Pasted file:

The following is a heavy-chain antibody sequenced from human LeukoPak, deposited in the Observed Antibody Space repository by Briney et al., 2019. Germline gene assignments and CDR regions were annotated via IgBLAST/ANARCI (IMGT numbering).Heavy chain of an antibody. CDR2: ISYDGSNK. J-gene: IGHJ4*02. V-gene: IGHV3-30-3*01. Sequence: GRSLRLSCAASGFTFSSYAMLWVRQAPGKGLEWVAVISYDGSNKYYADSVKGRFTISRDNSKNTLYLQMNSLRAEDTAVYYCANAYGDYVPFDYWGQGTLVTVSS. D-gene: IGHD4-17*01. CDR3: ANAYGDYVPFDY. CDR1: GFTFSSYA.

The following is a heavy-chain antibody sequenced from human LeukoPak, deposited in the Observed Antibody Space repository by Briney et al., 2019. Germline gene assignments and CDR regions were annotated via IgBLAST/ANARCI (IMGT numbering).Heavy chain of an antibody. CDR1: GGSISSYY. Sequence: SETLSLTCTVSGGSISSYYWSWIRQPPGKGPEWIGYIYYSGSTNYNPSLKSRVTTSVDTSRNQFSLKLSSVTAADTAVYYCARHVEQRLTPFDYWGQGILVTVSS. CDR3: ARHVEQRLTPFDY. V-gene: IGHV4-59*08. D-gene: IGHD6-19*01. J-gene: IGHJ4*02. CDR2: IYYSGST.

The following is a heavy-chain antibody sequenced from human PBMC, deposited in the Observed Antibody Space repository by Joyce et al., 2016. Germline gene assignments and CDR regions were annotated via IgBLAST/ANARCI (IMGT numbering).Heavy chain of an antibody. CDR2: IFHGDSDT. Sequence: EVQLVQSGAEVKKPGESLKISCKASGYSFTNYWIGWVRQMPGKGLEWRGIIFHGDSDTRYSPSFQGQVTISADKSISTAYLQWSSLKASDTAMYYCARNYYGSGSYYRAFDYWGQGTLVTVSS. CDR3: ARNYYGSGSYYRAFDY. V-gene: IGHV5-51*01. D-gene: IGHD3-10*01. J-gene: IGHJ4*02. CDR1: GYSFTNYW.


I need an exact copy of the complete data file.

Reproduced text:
The following is a heavy-chain antibody sequenced from human LeukoPak, deposited in the Observed Antibody Space repository by Briney et al., 2019. Germline gene assignments and CDR regions were annotated via IgBLAST/ANARCI (IMGT numbering).Heavy chain of an antibody. CDR2: ISYDGSNK. J-gene: IGHJ4*02. V-gene: IGHV3-30-3*01. Sequence: GRSLRLSCAASGFTFSSYAMLWVRQAPGKGLEWVAVISYDGSNKYYADSVKGRFTISRDNSKNTLYLQMNSLRAEDTAVYYCANAYGDYVPFDYWGQGTLVTVSS. D-gene: IGHD4-17*01. CDR3: ANAYGDYVPFDY. CDR1: GFTFSSYA.

The following is a heavy-chain antibody sequenced from human LeukoPak, deposited in the Observed Antibody Space repository by Briney et al., 2019. Germline gene assignments and CDR regions were annotated via IgBLAST/ANARCI (IMGT numbering).Heavy chain of an antibody. CDR1: GGSISSYY. Sequence: SETLSLTCTVSGGSISSYYWSWIRQPPGKGPEWIGYIYYSGSTNYNPSLKSRVTTSVDTSRNQFSLKLSSVTAADTAVYYCARHVEQRLTPFDYWGQGILVTVSS. CDR3: ARHVEQRLTPFDY. V-gene: IGHV4-59*08. D-gene: IGHD6-19*01. J-gene: IGHJ4*02. CDR2: IYYSGST.

The following is a heavy-chain antibody sequenced from human PBMC, deposited in the Observed Antibody Space repository by Joyce et al., 2016. Germline gene assignments and CDR regions were annotated via IgBLAST/ANARCI (IMGT numbering).Heavy chain of an antibody. CDR2: IFHGDSDT. Sequence: EVQLVQSGAEVKKPGESLKISCKASGYSFTNYWIGWVRQMPGKGLEWRGIIFHGDSDTRYSPSFQGQVTISADKSISTAYLQWSSLKASDTAMYYCARNYYGSGSYYRAFDYWGQGTLVTVSS. CDR3: ARNYYGSGSYYRAFDY. V-gene: IGHV5-51*01. D-gene: IGHD3-10*01. J-gene: IGHJ4*02. CDR1: GYSFTNYW.